Why pay to be depressed at the movies? The
Oscar voters might accidentally honour David Lynch for Mulholland
Drive but only because in their befuddled brains it actually made
is certainly the case that the most watchable films for 2001 were
not made in America by the major studios.
The Golden Globes were announced yesterday. Prizes for the best
films and performances of 2001. The snag is, we havent seen
almost half of the films honoured as they have not opened in the
UK and of course since we are a year behind the USA with their TV
shows, we havent seen the episodes so honoured. I beleive
they have already been seen in Cape Town, Timbuktu, but not London
Mind our own Hackwriter Yvette Barnett reports is 'brilliant and
made her cry', but the premise of a sexist mathematician becoming a
schizophrenic and coming up with game theory for the Rand Corporation
doesnt quite grab my imagination, no matter how good Mr Crowe
is. The trailer looked sharp and it's always good to see Ed Harris there.
but maybe I just don't want to cry right now. I note that although In
the Bedroom won a Golden Globe award as well and is just about
to open here. It is another film about family life, boy dating girl
from the wrong side of town that looks thoroughly depressing, no matter
how great Sissy Spacek and Marisa Tomei are in it. So utterly depressing
is the best foreign movie, the Croatian No Mans Land.
They could and should have chosen Amelie but no one gives
prizes for happy movies apparently. Better luck for that
film in the Oscars. Just as 'Ocean's Eleven' is fun and harks back to
a different era, it wouldn't win an award because well you just aren't
allowed to have fun and hark these days.
I note that Jim Broadbent won a best supporting actor for Iris
which has just opened here and this is another bleak depressing story
about the disintegration of a famous writers personality.
I was very happy that 'Moulin Rouge' won a prize, thoroughly deserved
because it at least has passion and verve and has completely reinvented
the musical. I would have liked to have seen The Royal Tenenbaums
but that hasnt opened here either. Gene Hackman gives a great
performance we are told but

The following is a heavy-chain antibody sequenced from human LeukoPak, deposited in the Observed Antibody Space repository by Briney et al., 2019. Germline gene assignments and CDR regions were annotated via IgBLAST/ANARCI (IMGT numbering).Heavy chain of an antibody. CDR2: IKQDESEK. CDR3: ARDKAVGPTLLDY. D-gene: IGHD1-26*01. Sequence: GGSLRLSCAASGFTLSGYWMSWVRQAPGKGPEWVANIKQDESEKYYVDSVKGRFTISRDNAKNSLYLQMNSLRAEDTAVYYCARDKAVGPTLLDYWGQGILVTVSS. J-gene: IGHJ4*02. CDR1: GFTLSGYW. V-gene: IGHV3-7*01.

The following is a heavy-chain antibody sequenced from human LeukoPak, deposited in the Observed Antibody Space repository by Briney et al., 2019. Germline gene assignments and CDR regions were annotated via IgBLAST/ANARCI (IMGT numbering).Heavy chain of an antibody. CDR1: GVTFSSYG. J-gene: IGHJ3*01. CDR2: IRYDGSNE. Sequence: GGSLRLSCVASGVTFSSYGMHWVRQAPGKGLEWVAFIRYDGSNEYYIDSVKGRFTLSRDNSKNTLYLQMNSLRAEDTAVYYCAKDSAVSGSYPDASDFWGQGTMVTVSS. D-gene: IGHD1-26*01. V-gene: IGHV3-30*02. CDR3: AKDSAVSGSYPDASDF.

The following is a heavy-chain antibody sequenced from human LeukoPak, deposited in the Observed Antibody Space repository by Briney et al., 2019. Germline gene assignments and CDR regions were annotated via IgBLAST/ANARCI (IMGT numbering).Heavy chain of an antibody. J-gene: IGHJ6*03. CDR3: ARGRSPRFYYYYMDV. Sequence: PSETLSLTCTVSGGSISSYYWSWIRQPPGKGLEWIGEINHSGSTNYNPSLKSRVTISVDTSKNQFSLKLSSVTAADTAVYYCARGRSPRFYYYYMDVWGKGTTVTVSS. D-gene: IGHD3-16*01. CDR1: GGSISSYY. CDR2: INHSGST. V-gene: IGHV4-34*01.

And that brings me to the point, as aspirant screenwriters you can trot
along to British Screen, the Film Council and any lectures by film makers
and they will go on about the audience and how the Americans
will only make films that target 18 year olds. Clearly this is a load
of balls. Perhaps this was true twenty years ago but films are made
for the potential awards now, bugger the 'audience'. What sells is disease,
madness, agony and pain and getting through it.
Right now we have American financed films such as Fred Schepsis
Last Orders about some old blokes down the pub celebrating
the wasted life of one of their drinking pals the
audience for this vehicle starring Michael Caine, Helen Mirren, Bob
Hoskins and others is what? 70 plus. Who the hell wants to watch old
blokes boozing and shouting and not even being as funny as Alf Garnett.
The same went for the long disappeared 'Strictly Sinatra'. Dull, depressing,
anti-audience. ' Rat Race' might appeal to someone who misses 'Death
Race 2000', or Burt Reynolds movies, but few others. Is no one asking
about audience at all? There certainly isn't one in the cinema.
'A Beautiful Mind is directed by Ron Howard, so right away you
know it has a happy ending and lots of hugging by tearful men in it.
Yes yes, this is why it wins awards, but no, Ive seen Good
Will Hunting, one maths film is enough for me. (Yet
I know that Carine will want to see it and drag me along so she can
cry and then get cross with me for being so unmoved).
Alzheimers disease is awful and I hopeand pray I never get it,
but persuade anyone under 24 to see Iris?' other than devoted
Kate Winslet and Judi Dench fans? Girlfriends will have to work very
hard to get their blokes into the cinema for this - but no doubt like
me they will be dragooned.
You might argue that these same arguments would militate against me
going to see Robert Altmans latest movie Gosford Park,
winner of Best Director at the Golden Globes, but you would be mistaken.
Despite the awful, excesses of Dr T and the Women his last
film, Gosford Park has the witty and sarcastic Maggie Smith
in it and from all else meanness and biting bitchiness will ensue. It
will be funny and that counts a lot. There just isnt enough funny
Cynically we know that the reason Miramax and others jump onto the lets
make a depressing movie about a mental or physical disease chopping
down someone famous life is because historically it wins awards.